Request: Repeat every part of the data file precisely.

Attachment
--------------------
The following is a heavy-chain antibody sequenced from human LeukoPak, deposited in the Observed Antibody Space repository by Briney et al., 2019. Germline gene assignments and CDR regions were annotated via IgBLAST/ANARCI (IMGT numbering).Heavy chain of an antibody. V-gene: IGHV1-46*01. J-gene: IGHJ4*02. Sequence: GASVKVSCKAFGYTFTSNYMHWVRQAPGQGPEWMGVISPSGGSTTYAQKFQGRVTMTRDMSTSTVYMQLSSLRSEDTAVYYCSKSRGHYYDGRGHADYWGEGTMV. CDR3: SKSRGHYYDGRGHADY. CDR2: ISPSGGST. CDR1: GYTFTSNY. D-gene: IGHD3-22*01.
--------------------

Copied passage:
The following is a heavy-chain antibody sequenced from human LeukoPak, deposited in the Observed Antibody Space repository by Briney et al., 2019. Germline gene assignments and CDR regions were annotated via IgBLAST/ANARCI (IMGT numbering).Heavy chain of an antibody. V-gene: IGHV1-46*01. J-gene: IGHJ4*02. Sequence: GASVKVSCKAFGYTFTSNYMHWVRQAPGQGPEWMGVISPSGGSTTYAQKFQGRVTMTRDMSTSTVYMQLSSLRSEDTAVYYCSKSRGHYYDGRGHADYWGEGTMV. CDR3: SKSRGHYYDGRGHADY. CDR2: ISPSGGST. CDR1: GYTFTSNY. D-gene: IGHD3-22*01.